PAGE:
After milking I dump my can and rinse it at the sink...I clean my lid and seal with the soapy water, put it back on the can clean, I run the soapy water through the lines, which cleans off the milk and sheets it into the can, this then leaves me with a clean surface in the inflations and lines.... I then throw my inflations into the bleach bucket to suck it through which disenfects the clean lines and keeps mold to a minimum. We get pink mold here if we don't use the bleach. I then disconnect my lines, take them to the sink, wash off the outside and the inflations (bleach is hard on the rubber parts) with clean water and hang them to dry until the next milking. I am careful with the water in the can because of the bleach/soap fumes and my asthma, dump it and then using a green scrubby pad for stainless I quickly wash out the inside of my can, turn it upside down to drain it.
I do this twice a day, takes maybe 3 mintues each time. Then on Saturday I spend about 15 mintues after morning milking, taking everything apart, scrubbing it with brushes, and putting it all back together. I use an inflation brush, take off 5 hoses, clean them and soak my air hose that goes from the lid to the machine. Not alot to clean.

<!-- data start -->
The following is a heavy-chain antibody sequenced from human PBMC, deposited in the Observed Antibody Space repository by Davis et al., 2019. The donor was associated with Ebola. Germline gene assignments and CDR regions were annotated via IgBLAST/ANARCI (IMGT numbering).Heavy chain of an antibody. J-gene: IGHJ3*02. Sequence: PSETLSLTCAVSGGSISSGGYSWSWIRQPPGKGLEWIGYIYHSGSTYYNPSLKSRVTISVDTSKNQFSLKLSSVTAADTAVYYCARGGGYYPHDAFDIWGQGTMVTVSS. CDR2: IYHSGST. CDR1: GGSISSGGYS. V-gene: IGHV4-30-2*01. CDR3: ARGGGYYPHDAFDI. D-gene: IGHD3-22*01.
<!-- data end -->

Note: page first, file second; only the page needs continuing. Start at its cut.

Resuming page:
It's not that a machine milking is faster than milking by hand, it's the whole endurance part. Sure I could milk all 8 by hand, but in the time it takes me to milk all 8 with the machine, I have also lambared the kids and cleaned the lambar, added hay to anyone who needed it, fed the kids, alfalfa pelleted everyone, checked the minerals, cleaned anything in the milkroom that is getting icky and even trimed a set of hooves. All while the girls are up on the stand and I am not sweating over them milking.
Now if you have milkstone, or are milking for Grade A, obviously you have other steps in your routine you will have to go through, acid or detergent rinses etc... Vicki
Wonderful answers! Thank you everybody!
It's sounding like the pump itself and the pulsator must not be much of a maintenance problem, as no one has mentioned those.
I do not have an oilless vacume pump, so each year I have to drain mine and put in new oil (about $20). I also am on my second motor, the first one was free and used, the second $100. But no, for myself it is never about something breaking down, it is always about me doing something stupid like sucking milk into the machine, or breaking the belt when I unplugged the stero The rest is upgrades...wanting new this or that. My milking machine is really straight forward, a vacume pump, motor, belt between the two and a balist tank to hold extra vacume. So for me, no there isn't anything going wrong. Vicki
:rofl Worse case scenerio? THE ELECTRICITY GOES OUT! That's about the only reason I USED to panic. Now, there's a cute little generator sitting in the hay barn...just for that. :biggrin
They are total life-savers with anything over 3 goats milking here! I milk two at a time into one bucket- though I do have another bucket set up and can milk 4 at a time. That's too much work and I can do like Vicki and put out hay, feed babies, fill water troughs and other things while the two girls are being milked.
The only thing I ever do maintenance-wise to my Hoegger maching is wipe off the outside and add oil once a month or so.